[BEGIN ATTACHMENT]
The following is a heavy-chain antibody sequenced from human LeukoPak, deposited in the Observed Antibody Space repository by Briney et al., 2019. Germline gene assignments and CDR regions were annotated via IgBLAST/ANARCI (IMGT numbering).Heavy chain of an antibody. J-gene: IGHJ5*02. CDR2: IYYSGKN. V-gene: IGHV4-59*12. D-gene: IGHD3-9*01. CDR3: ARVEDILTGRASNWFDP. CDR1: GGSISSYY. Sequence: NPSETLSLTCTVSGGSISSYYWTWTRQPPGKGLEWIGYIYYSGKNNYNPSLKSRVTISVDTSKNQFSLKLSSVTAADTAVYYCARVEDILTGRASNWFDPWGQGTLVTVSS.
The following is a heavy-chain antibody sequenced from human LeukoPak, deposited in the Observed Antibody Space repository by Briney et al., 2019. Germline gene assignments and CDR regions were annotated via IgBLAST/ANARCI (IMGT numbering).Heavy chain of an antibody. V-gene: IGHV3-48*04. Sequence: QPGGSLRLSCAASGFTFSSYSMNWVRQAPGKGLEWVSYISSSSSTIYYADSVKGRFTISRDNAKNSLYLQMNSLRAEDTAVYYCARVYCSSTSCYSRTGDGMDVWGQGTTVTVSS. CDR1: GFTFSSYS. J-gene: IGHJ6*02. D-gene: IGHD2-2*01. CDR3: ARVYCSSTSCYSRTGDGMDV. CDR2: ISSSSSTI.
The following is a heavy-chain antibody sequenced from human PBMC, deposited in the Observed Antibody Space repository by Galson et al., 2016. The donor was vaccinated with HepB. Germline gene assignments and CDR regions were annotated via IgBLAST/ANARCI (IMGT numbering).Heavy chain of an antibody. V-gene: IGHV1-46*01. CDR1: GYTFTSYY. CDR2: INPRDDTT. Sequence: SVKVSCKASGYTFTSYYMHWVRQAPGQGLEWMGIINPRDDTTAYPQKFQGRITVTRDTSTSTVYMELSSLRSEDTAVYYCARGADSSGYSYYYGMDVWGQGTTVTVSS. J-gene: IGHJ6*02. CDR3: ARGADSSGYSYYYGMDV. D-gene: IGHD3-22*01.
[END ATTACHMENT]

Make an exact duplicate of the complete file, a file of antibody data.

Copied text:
The following is a heavy-chain antibody sequenced from human LeukoPak, deposited in the Observed Antibody Space repository by Briney et al., 2019. Germline gene assignments and CDR regions were annotated via IgBLAST/ANARCI (IMGT numbering).Heavy chain of an antibody. J-gene: IGHJ5*02. CDR2: IYYSGKN. V-gene: IGHV4-59*12. D-gene: IGHD3-9*01. CDR3: ARVEDILTGRASNWFDP. CDR1: GGSISSYY. Sequence: NPSETLSLTCTVSGGSISSYYWTWTRQPPGKGLEWIGYIYYSGKNNYNPSLKSRVTISVDTSKNQFSLKLSSVTAADTAVYYCARVEDILTGRASNWFDPWGQGTLVTVSS.
The following is a heavy-chain antibody sequenced from human LeukoPak, deposited in the Observed Antibody Space repository by Briney et al., 2019. Germline gene assignments and CDR regions were annotated via IgBLAST/ANARCI (IMGT numbering).Heavy chain of an antibody. V-gene: IGHV3-48*04. Sequence: QPGGSLRLSCAASGFTFSSYSMNWVRQAPGKGLEWVSYISSSSSTIYYADSVKGRFTISRDNAKNSLYLQMNSLRAEDTAVYYCARVYCSSTSCYSRTGDGMDVWGQGTTVTVSS. CDR1: GFTFSSYS. J-gene: IGHJ6*02. D-gene: IGHD2-2*01. CDR3: ARVYCSSTSCYSRTGDGMDV. CDR2: ISSSSSTI.
The following is a heavy-chain antibody sequenced from human PBMC, deposited in the Observed Antibody Space repository by Galson et al., 2016. The donor was vaccinated with HepB. Germline gene assignments and CDR regions were annotated via IgBLAST/ANARCI (IMGT numbering).Heavy chain of an antibody. V-gene: IGHV1-46*01. CDR1: GYTFTSYY. CDR2: INPRDDTT. Sequence: SVKVSCKASGYTFTSYYMHWVRQAPGQGLEWMGIINPRDDTTAYPQKFQGRITVTRDTSTSTVYMELSSLRSEDTAVYYCARGADSSGYSYYYGMDVWGQGTTVTVSS. J-gene: IGHJ6*02. CDR3: ARGADSSGYSYYYGMDV. D-gene: IGHD3-22*01.